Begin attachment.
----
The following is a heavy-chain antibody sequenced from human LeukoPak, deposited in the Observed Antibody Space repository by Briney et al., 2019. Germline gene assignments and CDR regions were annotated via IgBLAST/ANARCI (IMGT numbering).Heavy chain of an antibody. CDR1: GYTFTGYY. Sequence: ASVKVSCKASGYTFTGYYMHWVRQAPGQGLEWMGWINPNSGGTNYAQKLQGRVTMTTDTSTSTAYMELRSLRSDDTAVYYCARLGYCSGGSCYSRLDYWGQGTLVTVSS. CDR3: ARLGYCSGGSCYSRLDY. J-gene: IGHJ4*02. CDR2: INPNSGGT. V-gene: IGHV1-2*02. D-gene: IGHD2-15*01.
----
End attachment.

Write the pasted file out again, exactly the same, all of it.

The following is a heavy-chain antibody sequenced from human LeukoPak, deposited in the Observed Antibody Space repository by Briney et al., 2019. Germline gene assignments and CDR regions were annotated via IgBLAST/ANARCI (IMGT numbering).Heavy chain of an antibody. CDR1: GYTFTGYY. Sequence: ASVKVSCKASGYTFTGYYMHWVRQAPGQGLEWMGWINPNSGGTNYAQKLQGRVTMTTDTSTSTAYMELRSLRSDDTAVYYCARLGYCSGGSCYSRLDYWGQGTLVTVSS. CDR3: ARLGYCSGGSCYSRLDY. J-gene: IGHJ4*02. CDR2: INPNSGGT. V-gene: IGHV1-2*02. D-gene: IGHD2-15*01.